The Sikh Holy Book
In the Sikh holy book, Sri Guru Granth Sahib, Guru Nanak says:
“Accept all humans as your equals, and let them be your only sect.”
Throughout his life, Guru Nanak emphasized that no person can be “above” any other person; all are a part of creation, and all are equally close to God. He rejected the caste system and the various ways humans divide themselves into categories on Earth, noting that the corporeal form is temporary, and that only the soul itself is eternal.
Rejecting the Caste System
When he was nine years old, Guru Nanak was expected to participate in a traditional Hindu ceremony called Upanayanam, during which he is given a thread called a janeu. However, just before the sacred thread was to be placed on him, Guru Nanak questioned the priest, asking him what the thread would accomplish.
The priest replied that without the thread, Guru Nanak would be seen as a Sudar, someone of a lower caste. By accepting the thread, he would distinguish himself as a higher caste. Without it, he would not be able to receive an education, or find a bride.
Guru Nanak rejected the thread, explaining that acting with honor would be the true sacred thread that would earn him admittance to a relationship with God.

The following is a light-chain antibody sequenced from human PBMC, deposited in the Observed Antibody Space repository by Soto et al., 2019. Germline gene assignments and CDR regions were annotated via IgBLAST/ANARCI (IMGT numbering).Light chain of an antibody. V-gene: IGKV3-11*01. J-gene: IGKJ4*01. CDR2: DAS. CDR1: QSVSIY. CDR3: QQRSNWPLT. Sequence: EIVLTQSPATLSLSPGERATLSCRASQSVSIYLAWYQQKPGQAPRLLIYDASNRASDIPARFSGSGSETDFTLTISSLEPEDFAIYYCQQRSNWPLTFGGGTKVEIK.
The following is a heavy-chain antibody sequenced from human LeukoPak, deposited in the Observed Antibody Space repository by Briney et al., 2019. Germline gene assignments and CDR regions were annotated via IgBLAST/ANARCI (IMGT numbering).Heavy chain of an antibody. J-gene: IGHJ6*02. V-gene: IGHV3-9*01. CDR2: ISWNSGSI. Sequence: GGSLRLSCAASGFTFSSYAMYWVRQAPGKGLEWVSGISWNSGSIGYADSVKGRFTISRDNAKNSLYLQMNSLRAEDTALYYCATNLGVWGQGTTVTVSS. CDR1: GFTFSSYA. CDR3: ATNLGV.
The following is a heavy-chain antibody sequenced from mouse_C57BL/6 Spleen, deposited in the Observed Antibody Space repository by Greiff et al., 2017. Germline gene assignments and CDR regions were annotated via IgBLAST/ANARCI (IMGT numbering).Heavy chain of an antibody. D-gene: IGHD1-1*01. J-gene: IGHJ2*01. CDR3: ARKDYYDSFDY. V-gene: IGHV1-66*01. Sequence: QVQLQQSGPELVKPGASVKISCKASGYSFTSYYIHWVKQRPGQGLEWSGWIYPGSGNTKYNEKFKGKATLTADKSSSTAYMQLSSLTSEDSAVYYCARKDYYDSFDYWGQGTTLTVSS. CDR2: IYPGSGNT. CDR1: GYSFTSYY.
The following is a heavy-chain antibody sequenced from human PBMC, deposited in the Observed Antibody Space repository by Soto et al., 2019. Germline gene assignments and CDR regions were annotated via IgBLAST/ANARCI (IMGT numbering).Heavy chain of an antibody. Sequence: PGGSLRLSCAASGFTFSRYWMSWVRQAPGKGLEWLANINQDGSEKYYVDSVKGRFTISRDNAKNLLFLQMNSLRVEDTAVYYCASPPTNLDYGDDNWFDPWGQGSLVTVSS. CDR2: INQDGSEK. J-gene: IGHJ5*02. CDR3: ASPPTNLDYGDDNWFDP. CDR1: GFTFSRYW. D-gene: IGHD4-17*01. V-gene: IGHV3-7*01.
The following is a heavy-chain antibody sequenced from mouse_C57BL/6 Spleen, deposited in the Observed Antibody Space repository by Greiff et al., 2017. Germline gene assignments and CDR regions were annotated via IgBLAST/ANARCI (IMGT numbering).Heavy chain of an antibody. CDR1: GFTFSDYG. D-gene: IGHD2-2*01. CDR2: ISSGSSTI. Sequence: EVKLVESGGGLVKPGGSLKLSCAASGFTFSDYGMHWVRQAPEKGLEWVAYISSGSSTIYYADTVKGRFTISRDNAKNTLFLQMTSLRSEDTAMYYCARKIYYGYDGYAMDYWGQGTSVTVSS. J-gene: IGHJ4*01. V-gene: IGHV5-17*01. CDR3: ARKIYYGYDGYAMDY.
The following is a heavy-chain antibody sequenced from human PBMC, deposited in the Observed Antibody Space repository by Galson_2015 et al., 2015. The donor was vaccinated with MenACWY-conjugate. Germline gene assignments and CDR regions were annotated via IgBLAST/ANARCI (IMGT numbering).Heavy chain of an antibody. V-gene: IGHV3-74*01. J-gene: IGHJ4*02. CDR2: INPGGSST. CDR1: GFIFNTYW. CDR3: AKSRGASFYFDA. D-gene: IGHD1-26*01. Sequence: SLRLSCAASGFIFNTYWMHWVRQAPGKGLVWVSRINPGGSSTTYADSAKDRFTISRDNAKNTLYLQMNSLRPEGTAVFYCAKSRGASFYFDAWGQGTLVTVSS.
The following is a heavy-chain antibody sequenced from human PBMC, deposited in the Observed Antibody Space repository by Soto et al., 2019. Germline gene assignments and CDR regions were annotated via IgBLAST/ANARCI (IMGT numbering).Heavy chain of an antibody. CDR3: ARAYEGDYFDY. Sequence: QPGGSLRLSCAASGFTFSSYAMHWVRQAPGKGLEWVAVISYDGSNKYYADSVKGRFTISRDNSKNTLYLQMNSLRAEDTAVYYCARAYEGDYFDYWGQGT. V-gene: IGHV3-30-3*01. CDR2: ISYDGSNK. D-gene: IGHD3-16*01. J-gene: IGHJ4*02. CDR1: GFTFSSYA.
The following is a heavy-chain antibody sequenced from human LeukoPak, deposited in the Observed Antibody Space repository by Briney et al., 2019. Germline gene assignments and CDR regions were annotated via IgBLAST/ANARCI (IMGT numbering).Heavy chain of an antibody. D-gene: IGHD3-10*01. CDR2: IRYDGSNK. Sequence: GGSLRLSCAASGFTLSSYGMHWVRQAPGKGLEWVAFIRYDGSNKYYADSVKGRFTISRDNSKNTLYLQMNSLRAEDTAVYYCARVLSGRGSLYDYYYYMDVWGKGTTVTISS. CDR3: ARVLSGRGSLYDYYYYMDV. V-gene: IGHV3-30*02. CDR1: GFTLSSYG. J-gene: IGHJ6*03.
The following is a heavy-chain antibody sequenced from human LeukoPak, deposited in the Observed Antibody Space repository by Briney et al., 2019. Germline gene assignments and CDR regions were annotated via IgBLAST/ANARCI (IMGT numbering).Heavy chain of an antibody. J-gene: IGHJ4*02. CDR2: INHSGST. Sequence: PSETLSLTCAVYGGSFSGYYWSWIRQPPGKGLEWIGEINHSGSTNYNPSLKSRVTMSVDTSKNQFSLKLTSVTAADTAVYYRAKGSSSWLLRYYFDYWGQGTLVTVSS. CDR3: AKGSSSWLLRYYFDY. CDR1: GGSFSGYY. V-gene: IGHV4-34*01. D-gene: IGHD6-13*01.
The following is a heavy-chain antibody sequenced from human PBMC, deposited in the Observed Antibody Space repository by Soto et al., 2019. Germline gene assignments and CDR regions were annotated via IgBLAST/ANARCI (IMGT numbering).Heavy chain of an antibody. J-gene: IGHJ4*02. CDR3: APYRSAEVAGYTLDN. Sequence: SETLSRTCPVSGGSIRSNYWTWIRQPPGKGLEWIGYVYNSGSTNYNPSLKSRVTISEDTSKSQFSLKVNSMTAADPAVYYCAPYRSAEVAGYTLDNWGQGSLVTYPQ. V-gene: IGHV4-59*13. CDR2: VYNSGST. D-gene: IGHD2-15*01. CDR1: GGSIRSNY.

Today, followers of the Sikh holy book honor Guru Nanak’s teachings by rejecting ritual and superstition, instead positing that all people and places are equally close to God.
“There is no Hindu, there is no Muslim“
Although Guru Nanak often challenged the status quo and objected to artificial divisions among people as he was growing up, it was not until he was around 18 years old that he had the experience that would transform him into the religious leader he became.
He was washing in the river when he went missing. For three days, no one knew where he had gone. When he returned, he was a changed man. His first words became legendary: “There is no Hindu, there is no Muslim,” he said, pronouncing his certainty that all people are one with each other and with God.
Throughout his life, he continued to insist on the equality of all people, pointing out that the labels, status and divisions given to us in our lifetimes are temporary, whereas our souls are eternal.